Home heating systems Oil central heating
Homes that have oil central heating aren't connected to the main gas grid. If you live in one of the 4 million households in the UK that are not on the mains gas network, then you need to read on.
Here, we tell you what you need to know about oil central heating - including how much an oil-fired central heating system costs to run, and the pros of cons of having oil central heating. Plus find out about alternatives to heating oil.
Heating oil central heating systems
Heating oil is normally used in a ‘wet’ heating system where an oil-fired boiler heats water, which provides central heating via radiators and hot water through the taps in your home.
The main difference between mains gas and heating oil is that it is delivered by road and stored in a tank, which you may have to buy or rent from your supplier.
You can find out more about heating oil and in our full guides.
Heat-only and combination condensing oil-fired boiler types are both available. Most oil-fired combination boilers have an internal hot water store to supply domestic hot water rather than the instantaneous heating more common in gas boilers.
Annual cost of heating oil
The average annual cost for heating and hot water using heating oil in the UK is £368 when consuming around 12,500 kWh a year.
This annual fuel cost is not based on actual fuel bills. It's derived from using the average cost of kerosene across the UK, sourced by Sutherland Tables, which collects domestic fuel pricing data. These costs (per kWh in pence) are then multiplied by the amount of kWh a medium gas energy user consumes on average in a year (12,500 kWh), as calculated by Ofgem. The price is based on data from January 2016, when oil prices tend to be a little higher than in the summer months.
Remember, this cost is just a guide to help you compare costs of different types of fuel. There are a number of factors that affect energy bills, including the age of a house and insulation, the efficiency of a hot water and heating system, and where you are in the UK.
If you're worried about your energy bills, use our free switching service, Which? Switch, to find the best deal for you.
Pros of oil central heating
Oil has typically been a more expensive fuel, with sudden spikes caused by surges in demand, weather conditions and political unrest. However, since 2014 the price has been falling - in January 2015 the price was 46p per litre and in January 2016 the price was 32p - making it one of the cheaper ways to heat your home.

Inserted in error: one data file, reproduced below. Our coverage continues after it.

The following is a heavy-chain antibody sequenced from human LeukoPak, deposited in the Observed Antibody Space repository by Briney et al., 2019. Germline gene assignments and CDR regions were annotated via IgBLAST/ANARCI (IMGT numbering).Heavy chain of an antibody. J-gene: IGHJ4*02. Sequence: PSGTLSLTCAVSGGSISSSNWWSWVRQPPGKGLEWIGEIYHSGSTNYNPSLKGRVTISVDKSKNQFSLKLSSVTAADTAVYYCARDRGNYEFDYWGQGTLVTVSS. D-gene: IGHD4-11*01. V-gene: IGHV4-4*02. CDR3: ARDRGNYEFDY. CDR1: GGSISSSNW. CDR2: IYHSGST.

Oil is a highly efficient fuel, so you get a good return on every unit of energy. Modern condensing boilers, which use hot flue gases that are wasted in a standard boiler, now achieve efficiencies of 90% and more. Replacing a standard oil boiler with a highly efficient modern condensing boiler is relatively straightforward. See our boiler reviews for current Best Buys.
Cons of oil central heating
Although prices have been low since 2014, there is no guarantee that they won't rise again. In addition, an investigation by the Office of Fair Trading was sparked by questions around whether there was enough competition in the market after a sharp price rises in winter 2010. It concluded that the market did not need price regulation - you can read more information in our heating oil investigation page.
As oil is delivered by road there is a possibility you could run out while you wait for your next delivery. However, systems that monitor the amount of oil in your tank, which can automatically notify your supplier if you want this service, help you from avoiding this problem. There are in addition other things you can do to cut heating oil costs and avoid problems with heating oil tanks.
Installing an oil central heating system from scratch can be expensive and disruptive. The storage tank can also be unsightly (although this can be resolved by going for an underground tank).
Oil boilers and heating oil tanks need servicing annually to ensure they run efficiently and last as long as they should.
Most condensing oil-fired boilers are floor standing, so you may have problems trying to find a wall-mounted model. They will also need to be plumbed in to allow acidic condensate liquid to drain away.
Oil boilers generally limit the hot water flow rate to ensure the water is as hot as it should be, meaning the hot water flow rate is lower than a gas combi or hot water cylinder system and that the hot water temperature will decline as more water is used.
As a fossil fuel, oil produces carbon dioxide when it’s burned and can’t be considered a clean source of energy.
Heating oil alternatives
You could consider installing a renewable heating system, such as water-heating solar thermal panels or a heat pump. An incentive scheme called the Renewable Heat Incentive was launched in 2013 - this pays householders for generating their own heat.